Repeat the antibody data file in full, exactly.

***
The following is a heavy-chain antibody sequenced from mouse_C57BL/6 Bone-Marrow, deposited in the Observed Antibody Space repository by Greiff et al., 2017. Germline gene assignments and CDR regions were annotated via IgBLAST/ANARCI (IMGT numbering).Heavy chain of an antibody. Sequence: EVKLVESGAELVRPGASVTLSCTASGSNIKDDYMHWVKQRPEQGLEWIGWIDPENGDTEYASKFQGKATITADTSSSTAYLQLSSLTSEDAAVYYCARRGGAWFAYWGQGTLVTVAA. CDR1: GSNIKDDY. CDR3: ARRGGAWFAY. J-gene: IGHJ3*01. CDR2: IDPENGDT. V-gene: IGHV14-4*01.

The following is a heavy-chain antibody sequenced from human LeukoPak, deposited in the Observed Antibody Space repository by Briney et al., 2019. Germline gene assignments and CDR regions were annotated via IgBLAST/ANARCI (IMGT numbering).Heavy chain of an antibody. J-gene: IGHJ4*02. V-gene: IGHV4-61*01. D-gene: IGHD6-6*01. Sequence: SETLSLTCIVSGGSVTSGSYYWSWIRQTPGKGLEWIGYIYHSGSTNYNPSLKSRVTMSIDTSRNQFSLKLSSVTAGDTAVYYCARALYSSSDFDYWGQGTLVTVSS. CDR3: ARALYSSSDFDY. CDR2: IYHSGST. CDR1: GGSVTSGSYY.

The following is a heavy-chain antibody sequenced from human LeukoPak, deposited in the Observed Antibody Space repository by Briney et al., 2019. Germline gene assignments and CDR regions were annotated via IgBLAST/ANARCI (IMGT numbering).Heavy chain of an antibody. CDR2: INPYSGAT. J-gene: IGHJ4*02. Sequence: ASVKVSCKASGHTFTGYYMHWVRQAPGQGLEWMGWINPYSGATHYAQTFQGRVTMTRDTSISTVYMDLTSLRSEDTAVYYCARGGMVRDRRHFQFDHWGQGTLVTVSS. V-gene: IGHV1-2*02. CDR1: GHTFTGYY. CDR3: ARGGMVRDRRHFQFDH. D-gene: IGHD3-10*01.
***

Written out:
The following is a heavy-chain antibody sequenced from mouse_C57BL/6 Bone-Marrow, deposited in the Observed Antibody Space repository by Greiff et al., 2017. Germline gene assignments and CDR regions were annotated via IgBLAST/ANARCI (IMGT numbering).Heavy chain of an antibody. Sequence: EVKLVESGAELVRPGASVTLSCTASGSNIKDDYMHWVKQRPEQGLEWIGWIDPENGDTEYASKFQGKATITADTSSSTAYLQLSSLTSEDAAVYYCARRGGAWFAYWGQGTLVTVAA. CDR1: GSNIKDDY. CDR3: ARRGGAWFAY. J-gene: IGHJ3*01. CDR2: IDPENGDT. V-gene: IGHV14-4*01.

The following is a heavy-chain antibody sequenced from human LeukoPak, deposited in the Observed Antibody Space repository by Briney et al., 2019. Germline gene assignments and CDR regions were annotated via IgBLAST/ANARCI (IMGT numbering).Heavy chain of an antibody. J-gene: IGHJ4*02. V-gene: IGHV4-61*01. D-gene: IGHD6-6*01. Sequence: SETLSLTCIVSGGSVTSGSYYWSWIRQTPGKGLEWIGYIYHSGSTNYNPSLKSRVTMSIDTSRNQFSLKLSSVTAGDTAVYYCARALYSSSDFDYWGQGTLVTVSS. CDR3: ARALYSSSDFDY. CDR2: IYHSGST. CDR1: GGSVTSGSYY.

The following is a heavy-chain antibody sequenced from human LeukoPak, deposited in the Observed Antibody Space repository by Briney et al., 2019. Germline gene assignments and CDR regions were annotated via IgBLAST/ANARCI (IMGT numbering).Heavy chain of an antibody. CDR2: INPYSGAT. J-gene: IGHJ4*02. Sequence: ASVKVSCKASGHTFTGYYMHWVRQAPGQGLEWMGWINPYSGATHYAQTFQGRVTMTRDTSISTVYMDLTSLRSEDTAVYYCARGGMVRDRRHFQFDHWGQGTLVTVSS. V-gene: IGHV1-2*02. CDR1: GHTFTGYY. CDR3: ARGGMVRDRRHFQFDH. D-gene: IGHD3-10*01.